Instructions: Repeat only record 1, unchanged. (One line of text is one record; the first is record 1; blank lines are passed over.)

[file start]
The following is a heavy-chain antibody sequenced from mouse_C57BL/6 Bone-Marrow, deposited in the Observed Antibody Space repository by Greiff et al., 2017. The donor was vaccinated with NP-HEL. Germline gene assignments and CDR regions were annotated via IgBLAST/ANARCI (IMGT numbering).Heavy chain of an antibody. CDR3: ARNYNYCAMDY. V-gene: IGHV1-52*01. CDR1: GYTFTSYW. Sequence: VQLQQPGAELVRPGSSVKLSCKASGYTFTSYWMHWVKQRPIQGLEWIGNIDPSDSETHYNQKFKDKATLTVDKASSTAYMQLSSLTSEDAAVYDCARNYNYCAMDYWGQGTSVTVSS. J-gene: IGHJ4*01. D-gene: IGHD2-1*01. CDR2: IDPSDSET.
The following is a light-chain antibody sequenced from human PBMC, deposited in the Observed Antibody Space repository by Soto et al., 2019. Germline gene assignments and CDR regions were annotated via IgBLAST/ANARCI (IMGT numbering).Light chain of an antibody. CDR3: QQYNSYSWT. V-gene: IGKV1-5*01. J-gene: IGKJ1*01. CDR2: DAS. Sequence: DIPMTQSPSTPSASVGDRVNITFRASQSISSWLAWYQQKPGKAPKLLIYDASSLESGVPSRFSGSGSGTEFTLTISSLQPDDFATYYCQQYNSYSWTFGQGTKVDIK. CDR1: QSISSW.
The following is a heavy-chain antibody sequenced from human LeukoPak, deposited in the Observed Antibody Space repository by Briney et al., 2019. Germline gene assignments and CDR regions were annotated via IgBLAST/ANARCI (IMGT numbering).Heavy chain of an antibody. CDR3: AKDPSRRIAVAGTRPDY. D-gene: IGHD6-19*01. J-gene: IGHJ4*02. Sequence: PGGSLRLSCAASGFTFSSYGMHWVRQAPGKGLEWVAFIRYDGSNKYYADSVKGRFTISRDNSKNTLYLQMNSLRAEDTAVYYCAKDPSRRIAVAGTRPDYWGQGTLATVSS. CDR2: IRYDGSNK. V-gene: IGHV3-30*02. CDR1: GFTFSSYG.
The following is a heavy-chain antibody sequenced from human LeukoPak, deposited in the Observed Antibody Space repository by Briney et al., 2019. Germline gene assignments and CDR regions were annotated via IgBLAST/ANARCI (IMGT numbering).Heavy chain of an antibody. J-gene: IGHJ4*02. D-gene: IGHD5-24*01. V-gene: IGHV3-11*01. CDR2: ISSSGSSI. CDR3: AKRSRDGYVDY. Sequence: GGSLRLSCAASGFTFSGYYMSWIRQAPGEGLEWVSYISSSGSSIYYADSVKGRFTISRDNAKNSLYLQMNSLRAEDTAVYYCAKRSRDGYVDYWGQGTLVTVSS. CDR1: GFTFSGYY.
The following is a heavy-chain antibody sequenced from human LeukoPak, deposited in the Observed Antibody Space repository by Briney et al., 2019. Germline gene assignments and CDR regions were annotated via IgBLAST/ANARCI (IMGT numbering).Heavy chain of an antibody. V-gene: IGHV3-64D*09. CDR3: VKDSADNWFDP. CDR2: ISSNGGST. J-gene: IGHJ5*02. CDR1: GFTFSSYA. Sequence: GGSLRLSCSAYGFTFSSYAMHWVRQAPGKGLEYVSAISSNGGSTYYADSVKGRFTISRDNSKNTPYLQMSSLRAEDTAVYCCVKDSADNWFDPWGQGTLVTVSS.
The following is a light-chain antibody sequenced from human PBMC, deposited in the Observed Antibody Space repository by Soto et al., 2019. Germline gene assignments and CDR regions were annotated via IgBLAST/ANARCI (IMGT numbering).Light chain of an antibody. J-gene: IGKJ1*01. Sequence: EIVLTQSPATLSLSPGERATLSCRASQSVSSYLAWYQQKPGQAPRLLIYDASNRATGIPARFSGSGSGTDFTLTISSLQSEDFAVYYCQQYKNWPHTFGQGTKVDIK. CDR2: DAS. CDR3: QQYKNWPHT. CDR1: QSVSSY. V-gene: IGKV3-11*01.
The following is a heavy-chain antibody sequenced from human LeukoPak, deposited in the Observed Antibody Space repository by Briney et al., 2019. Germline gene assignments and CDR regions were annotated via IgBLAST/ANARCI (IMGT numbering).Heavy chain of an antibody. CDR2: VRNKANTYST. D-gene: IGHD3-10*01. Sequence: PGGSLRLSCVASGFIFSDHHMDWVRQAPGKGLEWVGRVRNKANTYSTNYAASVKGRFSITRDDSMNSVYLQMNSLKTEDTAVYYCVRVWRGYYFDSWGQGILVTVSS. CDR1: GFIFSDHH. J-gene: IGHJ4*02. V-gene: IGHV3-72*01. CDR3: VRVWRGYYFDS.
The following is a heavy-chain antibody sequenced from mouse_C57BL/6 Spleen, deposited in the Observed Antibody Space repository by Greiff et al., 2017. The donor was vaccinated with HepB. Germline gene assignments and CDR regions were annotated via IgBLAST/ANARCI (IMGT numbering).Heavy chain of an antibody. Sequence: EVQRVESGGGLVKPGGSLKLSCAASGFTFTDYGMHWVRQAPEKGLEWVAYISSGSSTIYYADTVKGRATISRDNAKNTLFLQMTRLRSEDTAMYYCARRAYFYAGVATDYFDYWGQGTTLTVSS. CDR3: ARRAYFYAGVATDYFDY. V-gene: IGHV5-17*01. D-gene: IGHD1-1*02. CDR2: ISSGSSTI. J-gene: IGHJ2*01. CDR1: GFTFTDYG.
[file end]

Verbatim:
The following is a heavy-chain antibody sequenced from mouse_C57BL/6 Bone-Marrow, deposited in the Observed Antibody Space repository by Greiff et al., 2017. The donor was vaccinated with NP-HEL. Germline gene assignments and CDR regions were annotated via IgBLAST/ANARCI (IMGT numbering).Heavy chain of an antibody. CDR3: ARNYNYCAMDY. V-gene: IGHV1-52*01. CDR1: GYTFTSYW. Sequence: VQLQQPGAELVRPGSSVKLSCKASGYTFTSYWMHWVKQRPIQGLEWIGNIDPSDSETHYNQKFKDKATLTVDKASSTAYMQLSSLTSEDAAVYDCARNYNYCAMDYWGQGTSVTVSS. J-gene: IGHJ4*01. D-gene: IGHD2-1*01. CDR2: IDPSDSET.